Similarly, Defendants contend that each potential plaintiff was on notice of his or her injury before the state action was ever filed, and therefore could have filed suit before any class action brought the wrongdoing to their attention. But this argument also misunderstands the justifications for and nature of class action tolling. The justification for class action tolling is to prevent obliging parties to file separate suits to preserve their individual claims in the event the class suit is subsequently denied; the fact that the class members were aware of their injuries only underscores the need to permit them to sit on their rights until they know whether they will be part of a pending class action.

Finally, Defendants contend that no class was "properly declared and identified" in the state court action. Defs.' Reply Br. 3. Defendants are incorrect to state that no class was identified: the state court pleadings identify a class of those companies who received the particular offending fax in a particular time period without having solicited it. Whether this is a sufficiently defined class to be certified or not, this is a sufficiently defined class for the general purpose of determining potential unnamed members and putting Defendants on notice of the claims against them and the evidence they needed to preserve (i.e., preserving evidence about to whom they sent faxes and whether such faxes were solicited). Cf. Crown, Cork & Seal, 462 U.S. at 355 (Powell, J., concurring) (discussing the necessary contiguity of the two actions).

In sum, the Court holds that during at least the first fourteen months of the Superior Court action, before it was clear that it would not become a class action, claims on behalf of unnamed alleged recipients of the unsolicited fax were tolled under American Pipe. The facts that no class was formally identified and no motion for certification was ever filed, and that class members knew of their injuries but were not on notice of the putative class action, do not mean that the unnamed members are not entitled to tolling.*fn4

C. Entire Controversy Doctrine

The Entire Controversy Doctrine is a New Jersey state law doctrine that is a form of claim preclusion with a slightly broader scope, but the same basic elements as traditional claim preclusion. See generally Rycoline Products, Inc. v. C & W Unlimited, 109 F.3d 883 (3d Cir. 1997). The only relevant difference is that, unlike ordinary claim preclusion in which the unit of analysis is those claims that should have been brought in a single "cause of action," under the Entire Controversy doctrine, the unit of analysis is a "controversy": thus, "a party cannot withhold part of a controversy for later litigation even when the withheld component is a separate and independently cognizable cause of action." In re Mullarkey, 536 F.3d 215, 229 (3d Cir. 2008).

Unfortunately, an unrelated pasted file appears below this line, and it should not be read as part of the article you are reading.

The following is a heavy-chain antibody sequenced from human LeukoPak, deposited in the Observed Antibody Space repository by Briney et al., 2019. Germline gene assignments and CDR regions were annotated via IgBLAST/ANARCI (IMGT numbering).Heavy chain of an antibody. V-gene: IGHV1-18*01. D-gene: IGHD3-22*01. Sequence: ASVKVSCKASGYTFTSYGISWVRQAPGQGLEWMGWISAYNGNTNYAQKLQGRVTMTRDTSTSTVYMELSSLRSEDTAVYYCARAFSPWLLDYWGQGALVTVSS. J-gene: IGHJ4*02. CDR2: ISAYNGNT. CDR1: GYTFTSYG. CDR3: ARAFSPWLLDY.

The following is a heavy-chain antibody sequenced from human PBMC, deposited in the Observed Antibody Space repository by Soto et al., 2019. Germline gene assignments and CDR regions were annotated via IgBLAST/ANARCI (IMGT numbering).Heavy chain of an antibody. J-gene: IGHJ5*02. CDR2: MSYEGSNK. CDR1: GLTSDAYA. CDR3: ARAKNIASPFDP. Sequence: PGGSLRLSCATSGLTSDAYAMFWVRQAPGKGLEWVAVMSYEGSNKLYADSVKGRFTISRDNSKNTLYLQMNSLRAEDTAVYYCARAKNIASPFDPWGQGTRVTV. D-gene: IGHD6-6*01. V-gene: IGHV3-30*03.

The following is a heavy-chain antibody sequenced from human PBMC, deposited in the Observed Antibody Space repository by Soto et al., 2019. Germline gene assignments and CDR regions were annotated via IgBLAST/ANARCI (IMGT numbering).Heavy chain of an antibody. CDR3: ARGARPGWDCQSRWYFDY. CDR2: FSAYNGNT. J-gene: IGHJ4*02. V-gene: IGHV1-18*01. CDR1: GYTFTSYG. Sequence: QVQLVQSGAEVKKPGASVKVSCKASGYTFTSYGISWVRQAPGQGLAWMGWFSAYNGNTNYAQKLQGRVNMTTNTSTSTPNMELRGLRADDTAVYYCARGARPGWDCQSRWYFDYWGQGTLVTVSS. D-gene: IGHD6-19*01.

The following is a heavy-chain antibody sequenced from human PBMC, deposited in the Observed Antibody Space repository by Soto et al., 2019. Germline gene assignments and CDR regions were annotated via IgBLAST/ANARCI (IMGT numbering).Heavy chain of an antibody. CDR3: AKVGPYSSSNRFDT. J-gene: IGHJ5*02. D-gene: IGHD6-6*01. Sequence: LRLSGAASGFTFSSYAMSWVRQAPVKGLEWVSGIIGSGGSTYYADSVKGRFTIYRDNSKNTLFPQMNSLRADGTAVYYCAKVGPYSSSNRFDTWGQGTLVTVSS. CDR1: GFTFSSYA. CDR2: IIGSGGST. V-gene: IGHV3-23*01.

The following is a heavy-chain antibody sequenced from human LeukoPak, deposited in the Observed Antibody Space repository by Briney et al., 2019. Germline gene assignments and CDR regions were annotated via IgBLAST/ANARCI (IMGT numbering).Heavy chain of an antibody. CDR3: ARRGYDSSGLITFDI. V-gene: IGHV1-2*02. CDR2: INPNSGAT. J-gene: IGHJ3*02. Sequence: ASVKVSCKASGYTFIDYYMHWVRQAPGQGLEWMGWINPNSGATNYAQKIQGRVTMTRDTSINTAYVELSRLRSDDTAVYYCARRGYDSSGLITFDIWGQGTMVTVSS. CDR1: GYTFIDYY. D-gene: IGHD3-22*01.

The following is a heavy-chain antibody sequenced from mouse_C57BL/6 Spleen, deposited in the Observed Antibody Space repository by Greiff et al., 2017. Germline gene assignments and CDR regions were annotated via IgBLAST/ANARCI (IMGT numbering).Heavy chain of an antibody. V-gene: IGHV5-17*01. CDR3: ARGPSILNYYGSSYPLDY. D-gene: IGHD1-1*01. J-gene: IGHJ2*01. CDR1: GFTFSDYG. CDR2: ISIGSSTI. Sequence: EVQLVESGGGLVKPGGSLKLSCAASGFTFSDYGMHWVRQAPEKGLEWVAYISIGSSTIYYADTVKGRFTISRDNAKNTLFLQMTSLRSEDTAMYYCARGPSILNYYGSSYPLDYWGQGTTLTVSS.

If Plaintiff was a party to the state court action, then there would be a colorable argument for application of the entire controversy doctrine. But under controlling law, unnamed class members in a prior putative class action are not considered parties to it unless the class was certified. See Smith v. Bayer Corp., 131 S.Ct. 2368, 2379-80 (2011) (explaining that unnamed members of a class that was not certified are not parties); see also Collins v. E.I. DuPont de Nemours & Co., 34 F.3d 172, 179 (3d Cir. 1994) (noting that an uncertified class action has no preclusive effect on putative members). Therefore, the entire controversy doctrine does not apply.


Defendants raise several arguments addressed to the adequacy of Plaintiff's proposed class and the ability to bring a class action under these circumstances, including: that paragraph 14 of the Complaint contains an apparent error, stating "Defendants sent the same form facsimile to more than [sic.] Here, Defendants' advertisements were successfully sent 44,832 without error to 29,113 unique fax numbers during the period March 29, 2006 through May 16, 2006." Compl. ¶ 14; that the class cannot satisfy Rule 23 of the Federal Rules of Civil Procedure; and that New Jersey law forbids class action Telephone Consumer Protection Act claims. To the extent these contentions are relevant to this action, they are arguments relevant to class certification; they form no basis for dismissal of the Complaint pursuant to Rule 12(b), Fed. R. Civ. P.

In the Court's Letter Order of October 4, 2011, the Court stayed the motion for class certification until the motion presently under consideration was decided. The Court will lift the stay, and require that Defendant's opposition to that motion be due fourteen days from the date of this Opinion and Order, and Plaintiff may file a reply seven days after that. Defendants may include their class certification arguments in their opposition to class certification, to the extent they remain colorable arguments in light of today's Opinion and Mims v. Arrow Financial Services, LLC, 132 S.Ct. 740, 753 (2012).


This Court has subject matter jurisdiction for the reasons set forth in Mims v. Arrow Financial Services, LLC, 132 S.Ct. 740, 753 (2012). At least based on the face of the Complaint, the claims against Defendants are not time barred, since the statute of limitations was tolled during at least the first fourteen months of the state court class action, which was not dismissed on grounds related to the appropriateness of the substantive claims for certification. The entire controversy doctrine does not apply to unnamed members of a class that was never certified, and the rest of Defendants' arguments go to class certification, not dismissal on jurisdictional or limitations grounds.

The accompanying Order will be entered.

JEROME B. SIMANDLE Chief U.S. District Judge

Buy This Entire Record For $7.95

Official citation and/or docket number and footnotes (if any) for this case available with purchase.

Learn more about what you receive with purchase of this case.